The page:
A man named Neil Parfitt is standing in a field on a cattle ranch outside Warwick, Australia. A white vehicle appears above the trees, a tiny plane a bit bigger than a seagull. It glides towards Parfitt, pitches upwards to a vertical position, and hovers near him, a couple hundred feet in the air. From its belly, a package comes tumbling downward, connected by a thin line to the vehicle itself. Right before the delivery hits the ground, it slows, hitting the earth with a tap. The delivery slows, almost imperceptibly, just before it hits the ground, hardly kicking…
This live map by @liveuamap chronicles the crisis in Ukraine, showcasing both conflicts and peace protests. If it wasn't sidelined by the events and news prompting the movement and status of the map's pieces, it would almost seem like a game of Risk.
Liveuamap.com is Map&Feed News platform. Our mission is to tell about crisis in Ukraine all over the world. We gather information from open sources and put it on the map in format of Reds-vs-Blues conflict.
On the chopmeister's website, a guide on what to look for when buying 3D printers and definitely what you should steer clear of.
As with any emerging technology, it didn't take long for people to start inventing catchphrases, wrapping completely trivial features into mysterious techno babble, and generally exploiting everything they can think of to sway a non-suspecting onlooker into buying their product.
There's ample proof of this on almost any 3d printer product page on the web. If I could take a random sample of those product pages, it would probably take hours to find one which doesn't have any such stuff.
Time to call bullshit!
The New York Times' Charles J. Moore just returned from a six-week trip from The Great Pacific Garbage Patch. He reports that the amount of plastic floating in the area has greatly increased to the point where there are actual plastic islands you can walk on.
The deleterious consequences of humanity’s “plastic footprint” are many, some known and some yet to be discovered. We know that plastics biodegrade exceptionally slowly, breaking into tiny fragments in a centuries-long process. We know that plastic debris entangles and slowly kills millions of sea creatures; that hundreds of species mistake plastics for their natural food, ingesting toxicants that cause liver and stomach abnormalities in fish and birds, often choking them to death. We know that one of the main bait fish in the ocean, the lantern fish, eats copious quantities of plastic fragments, threatening their future as a nutritious food source to the…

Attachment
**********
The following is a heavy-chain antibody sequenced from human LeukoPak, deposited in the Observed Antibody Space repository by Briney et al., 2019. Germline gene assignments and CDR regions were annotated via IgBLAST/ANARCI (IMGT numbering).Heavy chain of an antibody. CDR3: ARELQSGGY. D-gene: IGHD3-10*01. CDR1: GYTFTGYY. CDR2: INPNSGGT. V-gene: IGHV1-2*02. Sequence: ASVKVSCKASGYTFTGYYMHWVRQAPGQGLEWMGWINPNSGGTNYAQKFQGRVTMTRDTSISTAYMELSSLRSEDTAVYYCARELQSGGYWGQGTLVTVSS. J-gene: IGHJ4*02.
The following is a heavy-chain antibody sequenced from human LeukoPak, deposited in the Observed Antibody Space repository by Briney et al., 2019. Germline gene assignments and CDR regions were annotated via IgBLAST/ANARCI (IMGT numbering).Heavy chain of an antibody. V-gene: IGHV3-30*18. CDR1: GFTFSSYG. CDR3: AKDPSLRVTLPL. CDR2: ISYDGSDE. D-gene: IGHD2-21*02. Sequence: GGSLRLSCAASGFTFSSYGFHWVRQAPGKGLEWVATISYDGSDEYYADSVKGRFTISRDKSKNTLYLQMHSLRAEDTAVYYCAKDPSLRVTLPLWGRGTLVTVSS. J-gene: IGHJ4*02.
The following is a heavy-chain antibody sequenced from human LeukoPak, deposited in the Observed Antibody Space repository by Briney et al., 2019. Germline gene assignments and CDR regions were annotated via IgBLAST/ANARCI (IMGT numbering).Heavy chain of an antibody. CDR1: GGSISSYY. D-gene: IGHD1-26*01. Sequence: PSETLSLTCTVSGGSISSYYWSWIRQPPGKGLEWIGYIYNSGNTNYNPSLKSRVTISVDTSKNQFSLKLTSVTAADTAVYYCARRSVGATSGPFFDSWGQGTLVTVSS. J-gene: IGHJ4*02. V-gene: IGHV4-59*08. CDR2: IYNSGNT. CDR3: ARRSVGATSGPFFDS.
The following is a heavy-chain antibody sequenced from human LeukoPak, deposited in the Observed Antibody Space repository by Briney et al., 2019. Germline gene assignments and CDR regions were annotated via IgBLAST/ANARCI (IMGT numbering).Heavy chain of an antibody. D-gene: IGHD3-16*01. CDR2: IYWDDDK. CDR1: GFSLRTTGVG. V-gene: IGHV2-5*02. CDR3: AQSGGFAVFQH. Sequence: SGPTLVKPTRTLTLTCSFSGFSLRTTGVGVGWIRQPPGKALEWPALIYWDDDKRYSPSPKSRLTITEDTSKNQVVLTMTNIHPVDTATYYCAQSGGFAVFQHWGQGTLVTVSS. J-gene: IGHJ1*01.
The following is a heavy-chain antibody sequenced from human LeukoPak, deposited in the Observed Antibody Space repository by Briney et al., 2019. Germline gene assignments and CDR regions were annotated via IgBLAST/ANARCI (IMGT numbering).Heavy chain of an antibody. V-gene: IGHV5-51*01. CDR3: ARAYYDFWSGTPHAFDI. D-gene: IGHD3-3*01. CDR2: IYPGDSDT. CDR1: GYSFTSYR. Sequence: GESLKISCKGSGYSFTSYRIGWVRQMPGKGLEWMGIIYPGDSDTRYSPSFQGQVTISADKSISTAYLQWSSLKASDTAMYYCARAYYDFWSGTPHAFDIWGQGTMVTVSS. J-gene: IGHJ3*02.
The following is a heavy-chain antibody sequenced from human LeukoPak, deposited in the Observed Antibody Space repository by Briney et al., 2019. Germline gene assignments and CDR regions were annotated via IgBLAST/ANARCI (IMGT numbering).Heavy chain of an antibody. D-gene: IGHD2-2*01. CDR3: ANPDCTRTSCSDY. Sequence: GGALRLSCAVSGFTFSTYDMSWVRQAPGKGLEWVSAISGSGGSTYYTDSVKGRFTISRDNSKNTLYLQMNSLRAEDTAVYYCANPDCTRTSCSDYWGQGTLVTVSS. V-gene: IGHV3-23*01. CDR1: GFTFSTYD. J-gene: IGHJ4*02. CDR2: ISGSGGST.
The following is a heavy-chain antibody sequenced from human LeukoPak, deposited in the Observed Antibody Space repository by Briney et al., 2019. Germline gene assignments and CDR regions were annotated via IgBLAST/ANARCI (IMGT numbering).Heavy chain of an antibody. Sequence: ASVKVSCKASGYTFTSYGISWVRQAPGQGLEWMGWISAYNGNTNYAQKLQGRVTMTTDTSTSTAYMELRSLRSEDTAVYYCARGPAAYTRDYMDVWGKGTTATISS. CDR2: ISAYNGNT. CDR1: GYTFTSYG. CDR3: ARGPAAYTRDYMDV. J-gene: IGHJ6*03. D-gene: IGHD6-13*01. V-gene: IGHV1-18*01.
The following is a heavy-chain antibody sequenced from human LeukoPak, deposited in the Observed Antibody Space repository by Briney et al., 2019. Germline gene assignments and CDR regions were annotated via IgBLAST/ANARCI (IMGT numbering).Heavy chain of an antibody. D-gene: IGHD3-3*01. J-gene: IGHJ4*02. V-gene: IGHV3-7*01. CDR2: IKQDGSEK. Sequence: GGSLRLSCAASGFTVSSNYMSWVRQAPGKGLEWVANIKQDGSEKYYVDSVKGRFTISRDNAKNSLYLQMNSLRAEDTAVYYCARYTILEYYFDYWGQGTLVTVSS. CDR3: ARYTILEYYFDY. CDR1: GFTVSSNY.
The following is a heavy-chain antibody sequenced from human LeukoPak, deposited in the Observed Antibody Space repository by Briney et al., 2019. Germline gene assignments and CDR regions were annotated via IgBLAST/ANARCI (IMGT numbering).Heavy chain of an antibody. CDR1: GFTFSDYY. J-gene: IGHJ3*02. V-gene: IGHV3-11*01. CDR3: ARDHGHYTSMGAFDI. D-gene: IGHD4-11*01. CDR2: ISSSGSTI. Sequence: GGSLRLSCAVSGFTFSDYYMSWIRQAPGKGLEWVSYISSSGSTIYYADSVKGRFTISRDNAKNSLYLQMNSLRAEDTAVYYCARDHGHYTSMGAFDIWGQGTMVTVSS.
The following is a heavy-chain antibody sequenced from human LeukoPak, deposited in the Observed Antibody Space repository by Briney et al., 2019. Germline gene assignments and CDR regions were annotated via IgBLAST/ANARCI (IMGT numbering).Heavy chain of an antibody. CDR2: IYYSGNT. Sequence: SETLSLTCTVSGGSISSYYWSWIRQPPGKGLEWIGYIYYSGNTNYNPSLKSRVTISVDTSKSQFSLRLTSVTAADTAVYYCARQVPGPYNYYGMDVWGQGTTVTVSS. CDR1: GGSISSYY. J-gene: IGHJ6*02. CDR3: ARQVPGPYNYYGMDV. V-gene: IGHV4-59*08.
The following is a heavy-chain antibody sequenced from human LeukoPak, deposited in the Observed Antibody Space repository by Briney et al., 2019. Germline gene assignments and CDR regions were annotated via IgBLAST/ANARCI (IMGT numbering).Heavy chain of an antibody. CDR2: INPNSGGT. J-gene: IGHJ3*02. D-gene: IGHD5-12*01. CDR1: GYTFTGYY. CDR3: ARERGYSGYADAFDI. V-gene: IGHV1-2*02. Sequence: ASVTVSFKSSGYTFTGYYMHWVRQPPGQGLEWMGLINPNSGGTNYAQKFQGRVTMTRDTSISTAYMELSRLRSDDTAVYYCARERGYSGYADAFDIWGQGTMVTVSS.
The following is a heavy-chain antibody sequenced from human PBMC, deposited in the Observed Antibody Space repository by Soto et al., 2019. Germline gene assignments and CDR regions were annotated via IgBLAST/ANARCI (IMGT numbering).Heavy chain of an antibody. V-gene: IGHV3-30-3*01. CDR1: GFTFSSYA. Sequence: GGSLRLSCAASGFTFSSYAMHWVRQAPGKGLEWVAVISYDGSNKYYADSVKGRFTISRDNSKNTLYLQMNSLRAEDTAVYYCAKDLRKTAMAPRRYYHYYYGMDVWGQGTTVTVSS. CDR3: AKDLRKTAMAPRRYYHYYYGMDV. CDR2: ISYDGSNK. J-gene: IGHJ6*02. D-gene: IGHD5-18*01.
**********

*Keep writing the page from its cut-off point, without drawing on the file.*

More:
I'm often surprised how often I meet someone who has the word "evangelist" in their title. Seriously? It's 2014, are you guys still calling yourself that? C'mon.
Calling yourself an evangelist may have seemed clever half a decade ago. Even I, the first time I heard it, thought it was pretty cool. But now a days I keep meeting you guys. Are we all this boring and unoriginal? That's depressing.
Imagine everyone you met had a title of Ninja. "Hey, this is so-and-so and he's our 'Chief Ninja.'" After a while, you'd be sick and tired of ninjas.
No, I get it. It's a real job. It's a real title. I get what an evangelist does: they rally the masses. They build up the brand. They sway public opinion. You know who did this really well? Apple's Guy Kawasaki. Twice. Look at how a once-laughable brand now has…796 More
Jane Scott of The Washington Post notes on a growing trend by parents who prioritise time using their smartphone rather than interact with their children. In response, children as early as 2 have learnt that when they have a question, "Siri, and not Dad, is most readily available with an answer."
Consider the results of a March study by researchers from Boston Medical Center who carefully observed caregivers and children at fast-food restaurants. Out of 55 caregivers, 40 used their mobile devices, and their absorption was such that their "primary engagement was with the device, rather than the child." In many cases, the caregivers expressed irritation when the children tried to get their attention. One observer watched a woman push a small boy away as he took her face in his hands in an attempt to get her to look up from her tablet.
In her series about the instant gratification economy, ReCode's Liz Gannes looks at the variety of delivery services accessible via smartphone that are emerging and the people that work for them. Among her examples, Instacart, which provides personalised grocery shopping on your behalf, or Munchery which promises to deliver meals created by the best chefs in town.